The American Taxpayer Relief Act of 2012 (ATRA) took effect in January 2013 after it was signed by President Barack Obama. This act extended back tax assistance programs for up to five years and added some temporary tax cuts established between 2001 and 2010 to the permanent tax code. The latter category includes the changes made in the Economic Growth and Tax Relief Reconciliation Act of 2001 and the Jobs and Growth Tax Relief Reconciliation Act of 2003. The extended tax cuts include those of the American Recovery and Reinvestment Tax Act of 2009.
The looming expiration of many tax cuts from the previous decade led economists to predict a “fiscal cliff” that would limit the country’s recovery from the Great Recession. An analysis by the Tax Policy Center, a nonpartisan analysis firm, found that failure to renew these provisions would result in increased tax liability for 90 percent of Americans, with an average per-household increase of $3,500.
The tax cuts that became permanent under ATRA maintain the basic marginal tax rate structure for individuals with taxable income of less than $400,000, or $450,000 for married taxpayers filing jointly. There are limits on personal exemptions, and the itemized deductions threshold was raised to $250,000 for individuals and $300,000 for married taxpayers filing jointly, with planned increases indexed for inflation each year. The standard deduction and 10 and 15 percent tax brackets for married couples filing jointly are double those for single filers.
ATRA established a tax credit of $1,000 per child per year with the ability to receive a refund for 15 percent of earnings over $10,000, as well as a child and dependent care tax credit of $3,000 per child up to a maximum of $6,000 with the ability to deduct 35 percent of eligible expenses.
Annual contribution limits for Coverdell education savings accounts were increased and student loan interest deduction thresholds were raised. The Earned Income Tax Credit and a college tuition credit, both designed to provide back tax assistance for low-income families, were extended for five years.
All taxpayers except those in the top tax bracket will pay 15 percent tax on long-term capital gains and qualified dividends. A ceiling of 40 percent has been established for the estate tax rate. Gift and estate taxes are now subject to a $5 million exemption with annual indexed inflation beginning in 2011.
An alternative minimum tax exemption (AMT) has been established starting at $50,600 ($78,750 for married-filing-jointly taxpayers), permanently indexed for inflation, as a measure to provide back tax assistance for middle-class taxpayers.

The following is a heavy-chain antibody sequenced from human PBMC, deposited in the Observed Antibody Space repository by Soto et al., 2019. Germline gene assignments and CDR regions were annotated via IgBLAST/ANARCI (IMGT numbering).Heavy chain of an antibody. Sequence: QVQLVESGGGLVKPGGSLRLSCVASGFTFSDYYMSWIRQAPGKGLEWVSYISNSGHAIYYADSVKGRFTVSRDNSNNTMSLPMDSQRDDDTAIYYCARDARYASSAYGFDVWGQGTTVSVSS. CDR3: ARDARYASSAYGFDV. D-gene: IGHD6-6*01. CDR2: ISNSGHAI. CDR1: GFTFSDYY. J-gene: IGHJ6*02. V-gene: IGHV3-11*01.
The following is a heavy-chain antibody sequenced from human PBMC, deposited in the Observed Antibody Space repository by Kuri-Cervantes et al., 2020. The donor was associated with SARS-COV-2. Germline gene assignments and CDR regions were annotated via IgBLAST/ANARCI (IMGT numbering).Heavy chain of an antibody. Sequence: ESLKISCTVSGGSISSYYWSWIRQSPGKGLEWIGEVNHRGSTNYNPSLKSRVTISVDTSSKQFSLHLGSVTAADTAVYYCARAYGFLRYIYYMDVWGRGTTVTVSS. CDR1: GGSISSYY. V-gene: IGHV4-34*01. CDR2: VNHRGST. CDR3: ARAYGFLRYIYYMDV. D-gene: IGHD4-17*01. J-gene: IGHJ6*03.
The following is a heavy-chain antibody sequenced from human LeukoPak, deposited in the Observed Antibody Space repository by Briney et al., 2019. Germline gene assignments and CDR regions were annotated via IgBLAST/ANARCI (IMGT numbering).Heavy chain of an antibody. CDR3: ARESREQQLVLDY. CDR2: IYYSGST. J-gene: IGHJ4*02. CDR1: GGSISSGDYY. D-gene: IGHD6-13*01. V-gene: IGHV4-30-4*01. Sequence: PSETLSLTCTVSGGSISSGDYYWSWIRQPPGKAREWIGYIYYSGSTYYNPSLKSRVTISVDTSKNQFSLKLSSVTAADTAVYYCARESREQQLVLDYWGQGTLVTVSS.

The following tax cuts were extended through the 2017 tax year:
Some of the provisions of ATRA were updated by the Tax Cuts and Jobs Act signed by President Trump in 2017. These are some of the biggest changes of which taxpayers must be aware:
Other new provisions for individual and estate taxation under the Tax Cuts and Job Act are set to expire in January 2025. If this act is not renewed before 2025, they will revert to 2017 levels after this expiration date. Some of the most important of these provisions include:
Other provisions that will revert in 2025 if not renewed include the nonrefundable $500 credit for dependents who are not children, the inability to deduct investment fees, the 60 percent deduction limit for charitable donations, the reduction of deductible mortgage interest on mortgage loans of $1 million or less to $750,000 or less and not including home equity loans and credit lines, the expansion of 529 college savings plans to include private K to 12 education expenses, and the deduction of state and local property and income tax, now capped at $10,000.
Although many tax provisions are designed to adjust each year to account for inflation, this is not the case for the state and local tax deduction cap or for the child tax credit. This means the value of these tax breaks will be less each year. For example, if the tax deduction cap of $10,000 were adjusted for inflation at the rate of 2 percent per year, it would equal $11,700 in 2025, but as things stand, it will remain at $10,000.
According to the Tax Policy Center, more than 80 percent of taxpayers will see reduced 2018 taxes as a result of these changes. However, 42.5 percent of these cuts will be enjoyed by the top 5 percent of taxpayers: those who earn at least $307,900 annually.
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